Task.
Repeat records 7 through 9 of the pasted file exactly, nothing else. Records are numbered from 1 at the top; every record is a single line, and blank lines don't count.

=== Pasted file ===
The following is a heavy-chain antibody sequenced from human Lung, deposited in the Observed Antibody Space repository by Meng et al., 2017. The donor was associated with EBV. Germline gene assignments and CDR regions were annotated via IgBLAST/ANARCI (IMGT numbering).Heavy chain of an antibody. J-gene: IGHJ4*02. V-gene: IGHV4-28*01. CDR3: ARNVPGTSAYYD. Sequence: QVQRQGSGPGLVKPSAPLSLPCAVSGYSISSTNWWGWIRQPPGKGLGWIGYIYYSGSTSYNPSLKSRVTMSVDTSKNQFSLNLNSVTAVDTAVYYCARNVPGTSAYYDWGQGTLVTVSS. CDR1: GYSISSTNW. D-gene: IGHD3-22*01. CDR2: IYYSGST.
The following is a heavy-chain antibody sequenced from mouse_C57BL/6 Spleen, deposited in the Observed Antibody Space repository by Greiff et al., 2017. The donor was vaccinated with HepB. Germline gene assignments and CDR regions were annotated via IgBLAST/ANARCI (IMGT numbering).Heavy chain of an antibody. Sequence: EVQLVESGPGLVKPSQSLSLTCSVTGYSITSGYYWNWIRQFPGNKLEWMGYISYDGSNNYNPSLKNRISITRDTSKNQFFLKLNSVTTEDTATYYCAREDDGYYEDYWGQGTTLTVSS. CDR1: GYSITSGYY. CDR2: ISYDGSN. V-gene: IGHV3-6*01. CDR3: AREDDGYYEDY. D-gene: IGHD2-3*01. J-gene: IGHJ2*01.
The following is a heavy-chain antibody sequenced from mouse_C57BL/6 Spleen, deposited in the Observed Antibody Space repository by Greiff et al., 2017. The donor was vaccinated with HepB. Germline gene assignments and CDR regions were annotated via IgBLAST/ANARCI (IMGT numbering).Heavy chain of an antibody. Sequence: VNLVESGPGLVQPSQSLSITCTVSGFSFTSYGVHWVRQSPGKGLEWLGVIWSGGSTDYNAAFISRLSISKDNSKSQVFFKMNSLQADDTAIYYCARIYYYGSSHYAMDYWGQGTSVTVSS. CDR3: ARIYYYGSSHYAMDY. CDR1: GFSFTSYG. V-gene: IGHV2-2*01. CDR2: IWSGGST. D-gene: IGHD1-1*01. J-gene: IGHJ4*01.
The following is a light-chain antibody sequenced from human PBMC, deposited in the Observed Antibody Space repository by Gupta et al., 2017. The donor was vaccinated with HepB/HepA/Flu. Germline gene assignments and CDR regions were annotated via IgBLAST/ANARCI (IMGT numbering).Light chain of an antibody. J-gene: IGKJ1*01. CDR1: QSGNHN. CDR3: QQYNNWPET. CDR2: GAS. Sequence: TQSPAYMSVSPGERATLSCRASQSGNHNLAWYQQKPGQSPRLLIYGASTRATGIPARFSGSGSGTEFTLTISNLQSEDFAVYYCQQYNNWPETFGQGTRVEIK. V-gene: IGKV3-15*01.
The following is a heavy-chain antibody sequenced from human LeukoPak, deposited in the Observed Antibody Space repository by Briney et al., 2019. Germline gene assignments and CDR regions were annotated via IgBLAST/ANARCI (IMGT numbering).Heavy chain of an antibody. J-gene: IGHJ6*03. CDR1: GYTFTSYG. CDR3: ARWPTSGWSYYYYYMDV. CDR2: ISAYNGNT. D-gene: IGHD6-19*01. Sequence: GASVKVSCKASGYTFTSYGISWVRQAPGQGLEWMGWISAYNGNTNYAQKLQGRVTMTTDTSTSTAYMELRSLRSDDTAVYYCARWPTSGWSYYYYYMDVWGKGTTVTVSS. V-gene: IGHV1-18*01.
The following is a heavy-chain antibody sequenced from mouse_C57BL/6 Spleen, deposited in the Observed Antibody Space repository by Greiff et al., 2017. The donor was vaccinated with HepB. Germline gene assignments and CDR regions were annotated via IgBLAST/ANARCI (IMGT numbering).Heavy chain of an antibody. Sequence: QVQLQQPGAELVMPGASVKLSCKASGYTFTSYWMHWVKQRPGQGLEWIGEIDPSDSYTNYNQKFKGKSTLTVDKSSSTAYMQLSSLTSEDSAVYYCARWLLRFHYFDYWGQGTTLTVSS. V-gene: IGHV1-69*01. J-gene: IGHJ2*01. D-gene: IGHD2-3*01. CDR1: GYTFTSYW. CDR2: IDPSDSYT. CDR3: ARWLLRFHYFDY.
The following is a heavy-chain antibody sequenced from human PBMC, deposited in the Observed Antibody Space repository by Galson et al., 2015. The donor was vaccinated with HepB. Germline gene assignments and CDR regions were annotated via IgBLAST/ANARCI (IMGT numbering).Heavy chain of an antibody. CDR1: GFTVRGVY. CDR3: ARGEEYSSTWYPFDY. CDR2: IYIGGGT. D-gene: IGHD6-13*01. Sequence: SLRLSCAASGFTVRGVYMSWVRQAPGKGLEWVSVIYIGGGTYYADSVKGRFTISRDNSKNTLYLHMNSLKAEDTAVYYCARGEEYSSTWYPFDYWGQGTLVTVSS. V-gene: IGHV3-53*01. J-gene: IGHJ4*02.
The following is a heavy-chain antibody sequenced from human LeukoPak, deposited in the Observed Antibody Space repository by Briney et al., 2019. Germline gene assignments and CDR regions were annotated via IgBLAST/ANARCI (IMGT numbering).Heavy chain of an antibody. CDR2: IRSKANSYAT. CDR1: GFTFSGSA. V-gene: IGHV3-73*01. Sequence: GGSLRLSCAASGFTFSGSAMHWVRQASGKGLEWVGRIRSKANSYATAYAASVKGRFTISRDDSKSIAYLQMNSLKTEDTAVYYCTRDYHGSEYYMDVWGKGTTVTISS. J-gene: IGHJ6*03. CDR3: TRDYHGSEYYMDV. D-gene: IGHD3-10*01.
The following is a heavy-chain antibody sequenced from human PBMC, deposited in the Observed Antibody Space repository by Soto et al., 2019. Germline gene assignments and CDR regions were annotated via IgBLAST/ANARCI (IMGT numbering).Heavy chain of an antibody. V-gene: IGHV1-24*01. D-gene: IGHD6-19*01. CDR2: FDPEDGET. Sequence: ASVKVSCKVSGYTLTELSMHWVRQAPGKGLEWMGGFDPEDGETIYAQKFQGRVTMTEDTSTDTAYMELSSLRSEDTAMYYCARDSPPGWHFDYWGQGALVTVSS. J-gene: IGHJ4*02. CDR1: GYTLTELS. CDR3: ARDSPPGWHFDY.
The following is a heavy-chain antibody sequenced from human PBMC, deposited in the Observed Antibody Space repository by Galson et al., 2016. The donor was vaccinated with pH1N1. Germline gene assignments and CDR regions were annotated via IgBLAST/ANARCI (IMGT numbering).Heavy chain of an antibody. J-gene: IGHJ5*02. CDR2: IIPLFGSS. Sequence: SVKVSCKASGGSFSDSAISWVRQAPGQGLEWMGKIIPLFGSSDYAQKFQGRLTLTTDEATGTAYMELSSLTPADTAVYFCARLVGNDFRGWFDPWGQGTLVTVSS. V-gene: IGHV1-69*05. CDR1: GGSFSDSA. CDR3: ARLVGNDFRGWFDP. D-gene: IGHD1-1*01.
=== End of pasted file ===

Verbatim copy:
The following is a heavy-chain antibody sequenced from human PBMC, deposited in the Observed Antibody Space repository by Galson et al., 2015. The donor was vaccinated with HepB. Germline gene assignments and CDR regions were annotated via IgBLAST/ANARCI (IMGT numbering).Heavy chain of an antibody. CDR1: GFTVRGVY. CDR3: ARGEEYSSTWYPFDY. CDR2: IYIGGGT. D-gene: IGHD6-13*01. Sequence: SLRLSCAASGFTVRGVYMSWVRQAPGKGLEWVSVIYIGGGTYYADSVKGRFTISRDNSKNTLYLHMNSLKAEDTAVYYCARGEEYSSTWYPFDYWGQGTLVTVSS. V-gene: IGHV3-53*01. J-gene: IGHJ4*02.
The following is a heavy-chain antibody sequenced from human LeukoPak, deposited in the Observed Antibody Space repository by Briney et al., 2019. Germline gene assignments and CDR regions were annotated via IgBLAST/ANARCI (IMGT numbering).Heavy chain of an antibody. CDR2: IRSKANSYAT. CDR1: GFTFSGSA. V-gene: IGHV3-73*01. Sequence: GGSLRLSCAASGFTFSGSAMHWVRQASGKGLEWVGRIRSKANSYATAYAASVKGRFTISRDDSKSIAYLQMNSLKTEDTAVYYCTRDYHGSEYYMDVWGKGTTVTISS. J-gene: IGHJ6*03. CDR3: TRDYHGSEYYMDV. D-gene: IGHD3-10*01.
The following is a heavy-chain antibody sequenced from human PBMC, deposited in the Observed Antibody Space repository by Soto et al., 2019. Germline gene assignments and CDR regions were annotated via IgBLAST/ANARCI (IMGT numbering).Heavy chain of an antibody. V-gene: IGHV1-24*01. D-gene: IGHD6-19*01. CDR2: FDPEDGET. Sequence: ASVKVSCKVSGYTLTELSMHWVRQAPGKGLEWMGGFDPEDGETIYAQKFQGRVTMTEDTSTDTAYMELSSLRSEDTAMYYCARDSPPGWHFDYWGQGALVTVSS. J-gene: IGHJ4*02. CDR1: GYTLTELS. CDR3: ARDSPPGWHFDY.